I like antiques and if money were no object I wouldn’t think twice about filling my house with them. There’s nothing more pleasing to the eye than the intricate design of a Chippendale cabinet or the delicate brushwork on a Meissen porcelain figurine. The value is in the pleasure of owning something that’s unique and which has survived two World Wars, countless house moves and the destructive hands of the under fives!
I’m not the only who thinks this. Several of my friends are the proud owners of antique pieces which – though not terribly valuable – have made their way down the family into their possession. Even when times have been hard they’ve never been tempted to sell their inheritance nor have they toyed with the idea of getting it valued on The Antiques Road Show.
“What’s the point?” they say whenever the issue is raised “If it’s worth something our contents insurance will go up. Apart from that burglars would probably try to break in and nick it.”
There may well be a lot of truth in that but it’s not enough to stop thousands of people from religiously hitting the Antiques Road Show trail when the bandwagon comes rolling into town. You can see them at the start of every programme cluttering the lawns of someone’s stately home, jealously guarding their precious artefacts with the ferocity of a lioness defending her cubs. Good luck to them! It’s the utterly disingenuous expressions of surprise that I can’t handle. Let’s put it this way if an expert told me that the Royal Worcester vase I bought for a fiver in a car boot sale in Kilburn was actually worth more than twenty grand, I don’t think you’d hear me politely exclaiming:
“Gosh! Whizzo! Ha ha! That’s a jolly fine bit of news. What a spiffingly marvellous stroke of good luck!”
You’re more likely to see a dazed look of stupidity on my face followed by nervous laughter and a drizzle of expletives which would roughly translate as, “Are you serious?” or “Sure you haven’t made a mistake and you’re not taking the mickey?”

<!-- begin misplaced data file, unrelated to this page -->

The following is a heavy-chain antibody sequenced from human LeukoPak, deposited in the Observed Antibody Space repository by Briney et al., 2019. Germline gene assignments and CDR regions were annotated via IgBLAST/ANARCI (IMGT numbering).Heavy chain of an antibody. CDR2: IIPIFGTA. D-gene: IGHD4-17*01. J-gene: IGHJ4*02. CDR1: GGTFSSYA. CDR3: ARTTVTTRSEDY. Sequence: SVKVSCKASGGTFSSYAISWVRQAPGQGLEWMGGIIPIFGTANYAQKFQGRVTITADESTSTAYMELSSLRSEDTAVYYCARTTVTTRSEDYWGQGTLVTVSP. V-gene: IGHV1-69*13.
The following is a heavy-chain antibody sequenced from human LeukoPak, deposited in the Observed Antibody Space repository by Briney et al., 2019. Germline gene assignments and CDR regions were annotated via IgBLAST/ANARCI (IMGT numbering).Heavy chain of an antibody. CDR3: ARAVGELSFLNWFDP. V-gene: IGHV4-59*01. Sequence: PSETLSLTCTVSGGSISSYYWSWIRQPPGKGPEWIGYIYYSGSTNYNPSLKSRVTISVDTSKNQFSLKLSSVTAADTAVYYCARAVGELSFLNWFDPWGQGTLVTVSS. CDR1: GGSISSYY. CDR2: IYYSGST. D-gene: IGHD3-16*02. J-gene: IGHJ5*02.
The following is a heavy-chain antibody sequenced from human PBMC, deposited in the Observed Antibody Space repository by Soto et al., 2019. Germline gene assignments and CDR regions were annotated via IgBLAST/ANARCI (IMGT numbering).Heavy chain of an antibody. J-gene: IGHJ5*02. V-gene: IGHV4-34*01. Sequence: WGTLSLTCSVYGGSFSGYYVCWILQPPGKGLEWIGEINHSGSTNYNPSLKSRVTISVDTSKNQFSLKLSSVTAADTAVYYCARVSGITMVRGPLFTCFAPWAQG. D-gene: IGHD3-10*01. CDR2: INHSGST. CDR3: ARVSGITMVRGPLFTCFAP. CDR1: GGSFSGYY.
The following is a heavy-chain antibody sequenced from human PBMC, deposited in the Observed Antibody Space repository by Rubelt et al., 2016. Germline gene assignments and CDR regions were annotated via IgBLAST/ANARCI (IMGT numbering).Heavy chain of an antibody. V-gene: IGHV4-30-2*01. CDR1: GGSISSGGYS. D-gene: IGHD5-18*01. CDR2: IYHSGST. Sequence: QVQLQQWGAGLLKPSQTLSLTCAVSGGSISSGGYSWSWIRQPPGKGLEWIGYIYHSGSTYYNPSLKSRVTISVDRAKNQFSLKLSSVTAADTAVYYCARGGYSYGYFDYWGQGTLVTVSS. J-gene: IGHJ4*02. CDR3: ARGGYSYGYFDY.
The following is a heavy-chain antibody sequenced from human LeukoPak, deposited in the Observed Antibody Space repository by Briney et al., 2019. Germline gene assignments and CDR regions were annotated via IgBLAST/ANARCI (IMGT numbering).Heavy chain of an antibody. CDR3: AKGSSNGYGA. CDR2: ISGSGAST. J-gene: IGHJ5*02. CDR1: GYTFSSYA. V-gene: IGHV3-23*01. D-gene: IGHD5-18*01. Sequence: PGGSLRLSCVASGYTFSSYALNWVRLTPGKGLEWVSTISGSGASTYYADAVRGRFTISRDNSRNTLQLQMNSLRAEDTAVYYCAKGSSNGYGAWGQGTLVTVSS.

That’s how most normal people would react but then nothing’s really normal about the Antiques Road Show! People claim they’re only there to satisfy a curiosity about the history and value of an object, but I don’t believe that for one minute. Nine and a half of times out of ten they’re on the programme to satisfy their greed. It’s written large in their eyes especially when the expert’s valuation falls wildly short of what they expected. No matter how hard they struggle to put a brave face on it there’s no hiding the disappointment of discovering that the frame on a 19th century fine art landscape is actually worth more than the picture inside it! I half expect them to turn bottle green with rage and blow up to the size of the Incredible Hulk once the reality of what they’ve heard starts to sink in. At least with ITV’s Dickinson’s Real Deal you know the punters are avariciously pushing to get the one over on the expert, even if the price they’re looking for is totally unrealistic!
I’m not saying the Antiques Road Show should be permanently dropped from the schedules I just wish that people were a little more honest about their intentions.
Why is it so hard to admit that the only reason they’re getting their stuff valued is so that they can flog it on Ebay? And I wish they wouldn’t feign polite surprise when they find out that an object is actually worth something. What’s wrong with jumping up and down excitedly, or just fainting in a heap on the ground? At least that’s a bit more realistic.
I know there are plenty of people out there who will strongly disagree with my views because The Antiques Road Show is probably the highlight of their weekend TV viewing. But before you start assaulting me with brickbats I’d like you to consider the following. If the contents insurance on your house was £40,000 a year would you really want to hold onto an antique that’s so valuable it could potentially quadruple the monthly payments on your policy? Or might it be better to have never known the value in the first place? Think about it!